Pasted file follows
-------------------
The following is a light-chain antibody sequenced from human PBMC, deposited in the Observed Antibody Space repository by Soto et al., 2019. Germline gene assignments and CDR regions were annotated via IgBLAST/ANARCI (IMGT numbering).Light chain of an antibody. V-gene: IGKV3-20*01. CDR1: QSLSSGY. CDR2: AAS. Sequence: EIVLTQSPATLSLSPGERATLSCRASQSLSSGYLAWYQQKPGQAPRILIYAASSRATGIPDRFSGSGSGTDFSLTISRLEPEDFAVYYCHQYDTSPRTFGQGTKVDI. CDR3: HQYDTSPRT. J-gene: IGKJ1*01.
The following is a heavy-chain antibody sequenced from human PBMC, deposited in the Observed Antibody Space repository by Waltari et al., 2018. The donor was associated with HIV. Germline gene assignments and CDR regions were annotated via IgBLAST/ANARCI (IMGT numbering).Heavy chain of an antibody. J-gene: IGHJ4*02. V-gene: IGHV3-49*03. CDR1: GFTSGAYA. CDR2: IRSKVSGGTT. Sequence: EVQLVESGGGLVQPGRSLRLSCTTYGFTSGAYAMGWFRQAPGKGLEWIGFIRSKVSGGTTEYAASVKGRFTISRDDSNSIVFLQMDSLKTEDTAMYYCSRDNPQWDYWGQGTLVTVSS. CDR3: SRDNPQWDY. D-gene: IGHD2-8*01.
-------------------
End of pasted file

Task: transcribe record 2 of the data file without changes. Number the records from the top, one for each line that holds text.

The following is a heavy-chain antibody sequenced from human PBMC, deposited in the Observed Antibody Space repository by Waltari et al., 2018. The donor was associated with HIV. Germline gene assignments and CDR regions were annotated via IgBLAST/ANARCI (IMGT numbering).Heavy chain of an antibody. J-gene: IGHJ4*02. V-gene: IGHV3-49*03. CDR1: GFTSGAYA. CDR2: IRSKVSGGTT. Sequence: EVQLVESGGGLVQPGRSLRLSCTTYGFTSGAYAMGWFRQAPGKGLEWIGFIRSKVSGGTTEYAASVKGRFTISRDDSNSIVFLQMDSLKTEDTAMYYCSRDNPQWDYWGQGTLVTVSS. CDR3: SRDNPQWDY. D-gene: IGHD2-8*01.